She shared that when she tells new friends she has made down there about my cancer and the fact that I have had a recurrence since she moved down in July 2009 when  I was in remission from the initial diagnosis – and that when the earthquake happened we were awaiting results from an echocardiogram, CT of chest, abdomen and pelvis, and MRI of my brain to investigate ‘niggles’  – all clear thank goodness! – their reaction has been one of ” Why on earth did you move down here when your mum is going through all that?” 

When I first got diagnosed with Inflammatory Breast Cancer and found out how aggressive and potentially life- threatening it is I very quickly came to the decision that I didnt want my older girls to put their lives on hold for me.  At that stage they were both in University study and I told them I didn’t want them taking time off their studies, but even more than that I didnt want them to change there dreams and plans for their lives.  As much as I hope to be alive to see them get married and have children I dont want them to fast track anything just because of me.  Them living their lives and dreams just the way they want to will ultimately make me the happiest.  Its hard sometimes but we all agree with it. 

We did the Dove Pink Star Walk last night and I know MD was disappointed not to be part of the ‘Get Out Gertrude’ team.  She is flying up next weekend to spend sometime with us to celebrate her 23rd birthday and has volunteered to help me out on the Friday at the Pink Ribbon Day street appeal so she feels like she is involved somehow, that she has done something to support me.

Pink October

October 2, 2010

I wrote this as a comment on another blog but thought I would reiterate my stand on “Pink October” here

” I dont like the over commercialisation of breast cancer awareness but I have noticed that the New Zealand Breast Cancer Foundation is moving away from calling it awareness and have called this ‘Breast Cancer Action Month’  and are targetting raising money to support women with breast cancer and research for a cure and awareness. That is something I can get more behind. As an Inflammatory Breast Cancer survivor (IBC) fighter/survivor: first diagnosed Aug 2008 remission April 2009, regional recurrence October 2009, and back to remission May 2010, I will wear my ‘ no they’re not real t-shirt – the real ones tried to kill me’ or other similar survivor shirts and go to events to raise awareness of IBC in particular. I will also wear my shirts to my university course, and talk to people about my fight – A) to remind them that behind all the pinkness there are real people fighting the disease and B) to educate people that you can get breast cancer that doesn’t show up on mammograms and can develop without a lump as IBC is relatively unknown here in New Zealand. I sure didn’t know it existed til I got it.”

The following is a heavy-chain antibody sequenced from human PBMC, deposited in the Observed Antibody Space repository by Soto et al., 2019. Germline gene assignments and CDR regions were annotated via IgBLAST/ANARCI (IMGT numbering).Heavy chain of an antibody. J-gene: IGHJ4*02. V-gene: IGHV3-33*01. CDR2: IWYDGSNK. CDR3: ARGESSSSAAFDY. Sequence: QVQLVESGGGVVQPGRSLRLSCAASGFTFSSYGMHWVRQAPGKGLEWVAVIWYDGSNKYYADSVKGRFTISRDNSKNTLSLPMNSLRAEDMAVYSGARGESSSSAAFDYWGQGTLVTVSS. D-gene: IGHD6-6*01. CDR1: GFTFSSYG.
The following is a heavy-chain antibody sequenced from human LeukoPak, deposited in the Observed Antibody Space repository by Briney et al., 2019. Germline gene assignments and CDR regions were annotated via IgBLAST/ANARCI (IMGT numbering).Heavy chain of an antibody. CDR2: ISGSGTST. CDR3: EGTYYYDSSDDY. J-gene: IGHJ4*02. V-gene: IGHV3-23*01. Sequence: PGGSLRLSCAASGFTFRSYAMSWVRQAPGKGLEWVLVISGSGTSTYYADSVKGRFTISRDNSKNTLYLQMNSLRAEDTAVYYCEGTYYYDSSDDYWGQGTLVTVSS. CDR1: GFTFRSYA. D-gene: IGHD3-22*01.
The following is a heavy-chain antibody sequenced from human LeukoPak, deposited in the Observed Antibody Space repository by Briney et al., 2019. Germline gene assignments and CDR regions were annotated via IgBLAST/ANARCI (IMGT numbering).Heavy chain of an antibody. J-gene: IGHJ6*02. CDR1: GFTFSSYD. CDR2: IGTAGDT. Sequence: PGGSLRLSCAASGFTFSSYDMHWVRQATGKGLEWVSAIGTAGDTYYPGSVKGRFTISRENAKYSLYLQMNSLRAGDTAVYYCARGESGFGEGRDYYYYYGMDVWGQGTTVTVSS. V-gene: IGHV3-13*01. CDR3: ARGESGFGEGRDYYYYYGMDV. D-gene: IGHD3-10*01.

To reiterate, when I got diagnosed there was no lump in my breast – just threads all through my breast and the nodes in my armpit and above my collarbone were involved . The only warning I got was an itchy breast 2 weeks before my breast blew up with the course of a day (it looked fine in the morning) to be big red and funny looking very similar to the second picture on this page except even redder and more puffy looking. I had a slight ache a couple of days before but had put it down to being ‘that time of the month’. I was stage IIIc at diagnosis which is the closest you can be to metastatic without being Stage IV and I could not have got diagnosed any sooner than I did – unlike a slow growing lump IBC is fast growing and undetectable until you get the physical appearance of symptoms. No lump , Doesn’t show up on mammograms, still Breast Cancer!!

IBC in the news

September 1, 2008

I just ran across this video.  It is an extremely informative news story on Inflammatory Breast Cancer!  Complete with visuals.  Everyone should watch it!

My breast did not look nearly as horrible as the one in the video.  It’s important that women know what IBC looks like.  Soon we will have a place here for pictures.

Share it with the women you love today.

She has changed my life

July 19, 2008

The She in this story is a many-faceted being. She is the Blogosphere, BabyCenter’s Bulletin Board posters and the greater internet family of lurkers.

From the Internet’s inception (thank you Al Gore? Ha!) I have been infatuated. I knew she was the best thing since sliced bread. I knew I would never be lonely or bored or lack for information again. I was it’s her biggest promoter amongst the older women I worked with who couldn’t see it’s usefulness. “You want to know who was in that movie? Why let me look it up on the internet for you.” Click, click, click, click. “It was Lorne Greene. Anything else you need to know?”